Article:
In reaction to the recent financial turmoil, Turkey has adopted a new law introducing tax benefits for taxpayers who repatriate or declare their unrecorded assets, including cash, foreign currency, securities and other capital market instruments, and even real estate. These benefits will cover both domestic and foreign-source income, and no tax inspections or reassessments will be made based on the declared assets.
Turkey previously made two unsuccessful attempts to encourage declaration of unrecorded assets. In 1998, the government promoted recording of undeclared assets without tax exposure, and in 2002 assets injected into the share capital of companies were exempt from tax inspection. Following the failure of these laws, the Turkish parliament enacted Law 5811 on the Introduction of Some Assets to the National Economy (Law), which entered into force on November 22 2008. The rationale behind the new Law, which apparently commingles the laws of 1998 and 2002, is the promotion of asset repatriation with little or no tax exposure, and injection of such assets into the share capital of companies, thereby enhancing their capital cushion.
The tax benefits apply to cash, foreign currency, gold, securities and other capital market instruments, real estate owned abroad and the same type of assets owned in Turkey, which are not recorded as shareholders' equity. Additionally, capital gains and periodic revenues obtained from foreign participations, or branches and gains arising from liquidation, can benefit from the tax exemptions afforded by the Law. Existence of applicable assets must be evidenced by a credible document such as records kept by, or under the protection of, the state, or issued by banks, brokerage companies and other financial institutions, or certified by notaries public or Turkish embassies and consulates in the relevant foreign jurisdiction.
In order to benefit from the Law, the first group of assets must be acquired before or on October 1 2008 and declared to banks, brokerage companies or tax offices by the close of business on March 2 2009 (within three months of the entry into force of the Law). Foreign-source movable assets must be repatriated or transferred to a bank or brokerage company within one month of the declaration. Capital gains and periodic revenues, including those obtained at any time up to April 30 2009, are tax exempt if repatriated to Turkey by May 31 2009. Gains from liquidation are tax exempt if repatriated to Turkey by October 31 2009.
Reduced tax rates
A tax of 2% is imposed on assets of foreign origin repatriated to Turkey, and 5% on domestic assets registered as shareholders' equity. Tax rates are calculated over the value of declared assets.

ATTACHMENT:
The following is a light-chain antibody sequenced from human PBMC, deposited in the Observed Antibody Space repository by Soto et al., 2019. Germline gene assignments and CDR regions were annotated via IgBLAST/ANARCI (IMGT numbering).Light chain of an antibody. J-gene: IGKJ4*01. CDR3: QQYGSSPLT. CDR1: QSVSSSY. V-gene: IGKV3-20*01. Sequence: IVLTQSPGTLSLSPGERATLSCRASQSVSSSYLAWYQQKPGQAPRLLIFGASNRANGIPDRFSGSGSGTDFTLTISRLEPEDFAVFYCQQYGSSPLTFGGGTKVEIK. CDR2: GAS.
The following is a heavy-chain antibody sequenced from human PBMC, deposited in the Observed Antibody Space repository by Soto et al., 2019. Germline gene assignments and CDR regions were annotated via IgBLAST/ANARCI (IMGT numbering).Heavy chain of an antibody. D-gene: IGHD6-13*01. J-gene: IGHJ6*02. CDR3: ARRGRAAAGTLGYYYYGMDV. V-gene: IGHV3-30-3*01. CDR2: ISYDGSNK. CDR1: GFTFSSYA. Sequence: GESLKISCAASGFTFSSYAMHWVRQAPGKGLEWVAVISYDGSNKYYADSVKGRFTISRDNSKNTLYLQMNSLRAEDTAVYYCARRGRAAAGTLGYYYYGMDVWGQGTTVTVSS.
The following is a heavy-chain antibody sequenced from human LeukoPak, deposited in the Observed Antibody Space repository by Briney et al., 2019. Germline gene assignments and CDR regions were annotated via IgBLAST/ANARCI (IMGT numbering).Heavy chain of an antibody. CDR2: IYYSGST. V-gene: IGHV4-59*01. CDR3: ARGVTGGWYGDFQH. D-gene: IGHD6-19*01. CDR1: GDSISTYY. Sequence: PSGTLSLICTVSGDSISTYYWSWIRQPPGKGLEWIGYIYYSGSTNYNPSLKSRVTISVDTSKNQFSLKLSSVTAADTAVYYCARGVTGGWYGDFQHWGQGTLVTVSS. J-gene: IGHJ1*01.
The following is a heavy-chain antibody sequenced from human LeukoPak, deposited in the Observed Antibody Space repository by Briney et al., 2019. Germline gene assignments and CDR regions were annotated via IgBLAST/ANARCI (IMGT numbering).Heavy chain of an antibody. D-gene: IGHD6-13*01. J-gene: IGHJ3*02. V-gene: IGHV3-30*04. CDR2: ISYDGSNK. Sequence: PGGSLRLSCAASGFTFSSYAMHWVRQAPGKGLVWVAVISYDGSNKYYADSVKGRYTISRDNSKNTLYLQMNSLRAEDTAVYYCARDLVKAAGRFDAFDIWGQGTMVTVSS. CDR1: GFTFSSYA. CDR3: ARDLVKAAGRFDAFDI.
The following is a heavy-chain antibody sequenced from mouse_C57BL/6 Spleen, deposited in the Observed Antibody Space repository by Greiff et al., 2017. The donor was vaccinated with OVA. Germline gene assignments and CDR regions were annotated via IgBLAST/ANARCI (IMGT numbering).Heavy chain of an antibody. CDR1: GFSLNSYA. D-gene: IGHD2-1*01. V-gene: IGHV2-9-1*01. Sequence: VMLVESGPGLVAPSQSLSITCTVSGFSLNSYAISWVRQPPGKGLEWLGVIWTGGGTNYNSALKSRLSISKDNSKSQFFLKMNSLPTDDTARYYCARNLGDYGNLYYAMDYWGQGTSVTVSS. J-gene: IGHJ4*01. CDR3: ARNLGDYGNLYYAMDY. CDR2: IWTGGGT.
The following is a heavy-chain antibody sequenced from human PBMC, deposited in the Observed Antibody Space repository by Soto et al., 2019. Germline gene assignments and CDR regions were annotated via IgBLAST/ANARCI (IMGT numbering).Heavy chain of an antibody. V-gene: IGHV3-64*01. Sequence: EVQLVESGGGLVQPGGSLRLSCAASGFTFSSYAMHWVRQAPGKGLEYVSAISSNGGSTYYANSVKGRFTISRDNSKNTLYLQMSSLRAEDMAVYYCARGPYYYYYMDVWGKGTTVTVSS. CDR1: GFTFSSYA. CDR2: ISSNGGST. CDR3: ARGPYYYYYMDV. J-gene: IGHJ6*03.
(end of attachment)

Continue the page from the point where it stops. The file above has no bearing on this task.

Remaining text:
No income or corporate tax will be applicable to full tax payers on income they generate from: (i) sale of their shares in legal entities established outside of Turkey; (ii) dividends of legal entities established outside of Turkey; or (iii) their commercial activities conducted abroad, provided that these incomes are transferred to Turkey by May 31 2009. In order to benefit from tax exemption, gains obtained from liquidation of legal entities established abroad must be transferred to Turkey by October 31 2009.
Limitation of tax investigations or assessment of declared assets
With respect to declared assets, no tax investigation or assessment will be conducted for the fiscal periods ending before January 1 2008. In this respect, declared assets will not even be subject to tax investigations on the basis of tax evasion or money-laundering charges. This exemption does not cover investigations and prosecutions based on breach of trust, counterfeiting, fraud, embezzlement, drug dealing, forgery, human trafficking, theft, bribery or manipulation, among others. In addition, the exemption extends neither to investigations and prosecutions initiated before the entry into force of the Law (November 22 2008) nor to those initiated after the entry into force of the Law, which are unrelated to the declaration or repatriation.
Given that under Turkish law the statute of limitations for assessment is five years starting from the year following the calendar year in which the tax arises and the tax exemption is applicable to fiscal periods before January 1 2008, the exemption applies to taxable events for which the statute did not expire before or on January 1 2008 (those of 2003, 2004, 2005, 2006 and 2007).
The Law has been the subject of fierce discussion since its promulgation. Some consider it a tax amnesty, a highly criticised taxation policy of Turkish governments. Criticism directed at limiting tax investigation is twofold: some critics highlight the dangers that could arise from excluding tax evasion and money laundering from the scope of tax investigation. On the other hand, some think that the limited scope of the tax advantage provides insufficient protection, as it is not applicable to several infractions listed above. In addition, the Law may be challenged before the Constitutional Court because it clearly privileges those subject to tax investigations initiated after the entry into force of the Law. In any case, the Turkish government is of the opinion that any asset declared and repatriated is a gain for Turkey, and that if it had not been for the Law these assets would never have been repatriated at all. The competent authorities have yet to publish official figures on the application of the Law. We will see in the near future whether the Law served its purpose.